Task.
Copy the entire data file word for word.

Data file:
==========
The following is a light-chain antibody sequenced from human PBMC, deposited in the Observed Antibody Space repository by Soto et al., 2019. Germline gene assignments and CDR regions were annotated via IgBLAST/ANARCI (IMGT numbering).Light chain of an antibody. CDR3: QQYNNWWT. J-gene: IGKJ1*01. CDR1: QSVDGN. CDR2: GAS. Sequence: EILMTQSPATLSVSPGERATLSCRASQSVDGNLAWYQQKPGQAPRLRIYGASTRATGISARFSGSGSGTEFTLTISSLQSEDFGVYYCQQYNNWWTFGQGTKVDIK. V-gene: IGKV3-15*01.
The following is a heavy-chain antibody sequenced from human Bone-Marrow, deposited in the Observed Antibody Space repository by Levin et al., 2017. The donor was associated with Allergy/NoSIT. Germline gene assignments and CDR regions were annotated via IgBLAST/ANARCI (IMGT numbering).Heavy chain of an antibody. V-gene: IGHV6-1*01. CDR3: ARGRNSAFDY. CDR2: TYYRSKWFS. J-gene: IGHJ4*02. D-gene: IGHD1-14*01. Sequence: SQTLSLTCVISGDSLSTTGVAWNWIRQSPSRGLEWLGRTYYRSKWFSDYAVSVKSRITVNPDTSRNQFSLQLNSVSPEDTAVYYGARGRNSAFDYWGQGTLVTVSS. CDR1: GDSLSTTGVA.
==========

The following is a light-chain antibody sequenced from human PBMC, deposited in the Observed Antibody Space repository by Soto et al., 2019. Germline gene assignments and CDR regions were annotated via IgBLAST/ANARCI (IMGT numbering).Light chain of an antibody. CDR3: QQYNNWWT. J-gene: IGKJ1*01. CDR1: QSVDGN. CDR2: GAS. Sequence: EILMTQSPATLSVSPGERATLSCRASQSVDGNLAWYQQKPGQAPRLRIYGASTRATGISARFSGSGSGTEFTLTISSLQSEDFGVYYCQQYNNWWTFGQGTKVDIK. V-gene: IGKV3-15*01.
The following is a heavy-chain antibody sequenced from human Bone-Marrow, deposited in the Observed Antibody Space repository by Levin et al., 2017. The donor was associated with Allergy/NoSIT. Germline gene assignments and CDR regions were annotated via IgBLAST/ANARCI (IMGT numbering).Heavy chain of an antibody. V-gene: IGHV6-1*01. CDR3: ARGRNSAFDY. CDR2: TYYRSKWFS. J-gene: IGHJ4*02. D-gene: IGHD1-14*01. Sequence: SQTLSLTCVISGDSLSTTGVAWNWIRQSPSRGLEWLGRTYYRSKWFSDYAVSVKSRITVNPDTSRNQFSLQLNSVSPEDTAVYYGARGRNSAFDYWGQGTLVTVSS. CDR1: GDSLSTTGVA.